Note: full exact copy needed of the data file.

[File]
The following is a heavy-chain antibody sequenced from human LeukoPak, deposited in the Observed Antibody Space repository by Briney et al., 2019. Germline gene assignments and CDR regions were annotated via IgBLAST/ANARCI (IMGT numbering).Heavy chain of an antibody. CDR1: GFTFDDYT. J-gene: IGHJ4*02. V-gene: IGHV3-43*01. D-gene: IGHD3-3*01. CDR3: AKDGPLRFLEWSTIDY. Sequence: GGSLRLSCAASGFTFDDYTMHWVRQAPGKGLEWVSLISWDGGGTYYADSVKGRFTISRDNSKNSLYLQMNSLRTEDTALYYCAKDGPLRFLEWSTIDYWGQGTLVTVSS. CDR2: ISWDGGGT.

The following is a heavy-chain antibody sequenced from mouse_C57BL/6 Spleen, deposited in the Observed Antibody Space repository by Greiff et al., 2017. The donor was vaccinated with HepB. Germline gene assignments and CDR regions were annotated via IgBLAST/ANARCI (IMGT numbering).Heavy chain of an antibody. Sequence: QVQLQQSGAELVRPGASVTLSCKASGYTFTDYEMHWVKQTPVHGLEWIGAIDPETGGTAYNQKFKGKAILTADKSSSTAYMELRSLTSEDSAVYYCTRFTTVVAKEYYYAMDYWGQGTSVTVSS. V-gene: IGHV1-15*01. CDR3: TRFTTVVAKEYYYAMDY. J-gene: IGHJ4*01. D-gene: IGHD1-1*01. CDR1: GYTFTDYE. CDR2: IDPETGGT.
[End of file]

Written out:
The following is a heavy-chain antibody sequenced from human LeukoPak, deposited in the Observed Antibody Space repository by Briney et al., 2019. Germline gene assignments and CDR regions were annotated via IgBLAST/ANARCI (IMGT numbering).Heavy chain of an antibody. CDR1: GFTFDDYT. J-gene: IGHJ4*02. V-gene: IGHV3-43*01. D-gene: IGHD3-3*01. CDR3: AKDGPLRFLEWSTIDY. Sequence: GGSLRLSCAASGFTFDDYTMHWVRQAPGKGLEWVSLISWDGGGTYYADSVKGRFTISRDNSKNSLYLQMNSLRTEDTALYYCAKDGPLRFLEWSTIDYWGQGTLVTVSS. CDR2: ISWDGGGT.

The following is a heavy-chain antibody sequenced from mouse_C57BL/6 Spleen, deposited in the Observed Antibody Space repository by Greiff et al., 2017. The donor was vaccinated with HepB. Germline gene assignments and CDR regions were annotated via IgBLAST/ANARCI (IMGT numbering).Heavy chain of an antibody. Sequence: QVQLQQSGAELVRPGASVTLSCKASGYTFTDYEMHWVKQTPVHGLEWIGAIDPETGGTAYNQKFKGKAILTADKSSSTAYMELRSLTSEDSAVYYCTRFTTVVAKEYYYAMDYWGQGTSVTVSS. V-gene: IGHV1-15*01. CDR3: TRFTTVVAKEYYYAMDY. J-gene: IGHJ4*01. D-gene: IGHD1-1*01. CDR1: GYTFTDYE. CDR2: IDPETGGT.